“I’ll getting too old for this.”
Steve McQueen’s reputation rests on a handful of films made in the late 1960s and early 1970s — titles such as The Cincinnati Kid (1965), The Thomas Crown Affair (1968), Bullitt (1968), The Reivers (1969), Junior Bonner (1972), and Papillon (1973). After The Towering Inferno (1974), he disappeared from the screen for five years before appearing in three final films. Toward the end, he was diagnosed with a form of lung cancer linked to asbestos exposure, and he died of complications from cancer surgery in late 1980. He was only 50 years old.
His final film — The Hunter — has now been released on DVD by Paramount.
Ralph “Papa” Thorson is a modern day bounty hunter who spends his time traveling about the country to capture various fugitives who have skipped bail and return them to their home jurisdictions. At those times when he is home in a rambling house in California, he has to contend with his live-in girlfriend Dotty who is in a state of advanced pregnancy and trying to get Thorson to take a more active role in Lamaze classes. At the same time, a psychopath seeking revenge for being captured in the past is now stalking Thorson with the intention of killing him.
The best thing about this disc is the theatrical trailer. Why? Because its collection of highlights from the film is about as organized and comprehensive as the film itself and it’s over in a minute or so, whereas the film takes 97 minutes and you’re none the wiser for all the extra time.
It’s rather sad that Steve McQueen’s career had to end with this turkey of a film — an effort that’s poorly written, directed with no flair whatsoever, and acted by the numbers.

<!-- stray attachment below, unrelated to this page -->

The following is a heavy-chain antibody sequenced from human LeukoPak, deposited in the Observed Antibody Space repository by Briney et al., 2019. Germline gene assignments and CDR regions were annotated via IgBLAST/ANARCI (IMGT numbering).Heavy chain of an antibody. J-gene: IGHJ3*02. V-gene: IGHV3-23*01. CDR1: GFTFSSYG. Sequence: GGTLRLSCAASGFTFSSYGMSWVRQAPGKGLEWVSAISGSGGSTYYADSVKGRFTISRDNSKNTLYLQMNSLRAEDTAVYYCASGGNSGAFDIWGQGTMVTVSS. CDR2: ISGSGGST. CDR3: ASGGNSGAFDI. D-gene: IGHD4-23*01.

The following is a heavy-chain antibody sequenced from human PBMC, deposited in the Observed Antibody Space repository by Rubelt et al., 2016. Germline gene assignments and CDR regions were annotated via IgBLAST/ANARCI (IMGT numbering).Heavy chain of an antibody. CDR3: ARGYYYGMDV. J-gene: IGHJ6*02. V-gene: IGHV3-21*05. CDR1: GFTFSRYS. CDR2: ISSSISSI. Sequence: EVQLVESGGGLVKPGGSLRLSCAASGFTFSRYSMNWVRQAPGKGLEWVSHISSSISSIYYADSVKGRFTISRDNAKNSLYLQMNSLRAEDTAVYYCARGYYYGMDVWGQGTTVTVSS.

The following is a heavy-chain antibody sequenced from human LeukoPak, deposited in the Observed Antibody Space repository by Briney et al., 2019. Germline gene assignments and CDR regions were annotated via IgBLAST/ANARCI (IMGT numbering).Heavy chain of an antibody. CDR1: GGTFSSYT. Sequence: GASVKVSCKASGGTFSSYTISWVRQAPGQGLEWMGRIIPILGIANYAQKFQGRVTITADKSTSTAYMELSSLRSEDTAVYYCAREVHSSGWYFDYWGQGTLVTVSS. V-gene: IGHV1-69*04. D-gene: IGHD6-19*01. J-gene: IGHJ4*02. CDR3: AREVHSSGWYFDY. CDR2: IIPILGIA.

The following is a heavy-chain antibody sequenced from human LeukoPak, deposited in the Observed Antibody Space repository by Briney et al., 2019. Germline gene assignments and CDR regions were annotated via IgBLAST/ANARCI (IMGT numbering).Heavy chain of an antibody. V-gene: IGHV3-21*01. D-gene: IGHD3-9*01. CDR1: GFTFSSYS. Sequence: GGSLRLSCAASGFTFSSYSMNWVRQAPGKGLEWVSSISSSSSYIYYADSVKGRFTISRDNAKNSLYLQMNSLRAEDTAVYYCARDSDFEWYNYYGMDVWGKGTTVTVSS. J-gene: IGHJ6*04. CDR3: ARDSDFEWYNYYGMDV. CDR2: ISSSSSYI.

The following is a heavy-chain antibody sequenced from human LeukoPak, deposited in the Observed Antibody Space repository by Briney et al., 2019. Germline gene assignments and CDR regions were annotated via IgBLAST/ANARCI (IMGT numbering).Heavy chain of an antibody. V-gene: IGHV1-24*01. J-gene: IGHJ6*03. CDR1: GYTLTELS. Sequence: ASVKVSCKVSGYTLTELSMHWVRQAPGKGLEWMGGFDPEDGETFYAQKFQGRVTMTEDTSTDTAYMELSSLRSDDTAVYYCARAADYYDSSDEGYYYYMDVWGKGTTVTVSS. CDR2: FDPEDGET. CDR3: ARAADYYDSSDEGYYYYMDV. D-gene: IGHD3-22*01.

There’s no narrative flow to the story. It’s just a collection of action vignettes of McQueen capturing various fugitives. Between each vignette, he returns home where Dotty (who’s definitely not “dotty”) becomes increasingly frustrated with Thorson’s attitude toward her and her pregnancy. Meanwhile, an incomprehensible collection of individuals seems to spend their time playing cards in Thorson’s living room. Who they are and why Thorson puts up with them as long as he does is never properly explained. Then there’s the psychopath who’s stalking Thorson. Who is he? What’s the background? When McQueen finally dispatches him, it’s strictly a matter of ho hum — “he blowed up real good.”
In general, most of the action sequences are unexciting and McQueen looks rightly bored by and tired of it all. To be fair, however, a couple of the vignettes do hold some interest. On one occasion, there’s an inventive chase in a cornfield involving two fugitives in a Firebird Trans-Am and Thorson in a large thresher (although the fact that the Trans-Am manages to maintain traction with its low clearance and rear-wheel drive is somewhat questionable). On another, Thorson is trapped on the roof of a subway car — no novelty these days, but fresher in 1980.
There’s little thespian glory to be found across the entire cast. As already mentioned, McQueen looks distinctly tired of the whole thing (and in reality, probably was struggling with his advancing ill health). The usually reliable Eli Wallach has a small role as a bail bondsman, but he plays the part as a caricature. Old pro Ben Johnson is wasted in a brief role as a sheriff, as is LeVar Burton playing a first-time offender whom Thorson tries to rehabilitate.
Given all that, it’s a pleasure to report that Paramount gives the film its usual bare-bones treatment. Too often, the bad films get undeserved supplements that your obedient reviewer is obliged to wade through. No such misfortune here — just a theatrical trailer (see above). The image transfer (1.85:1 anamorphic) is fine. It seems to have been struck from fairly clean if slightly faded source material (a common occurrence for colour stock of the time) and conveys the proceedings without much in the way of distraction. Edge enhancement is minimal, for example. The audio is the original mono and again it’s quite sufficient for the quality of the film. An aggressive sound mix wouldn’t have saved this title.
The Hunter is a film to avoid and so represents another fine money-saving special. Paramount has probably done as well as could be expected with its transfer of this film. The issue, though, is why they bothered. Decisions on titles to make available on DVD continue to mystify me.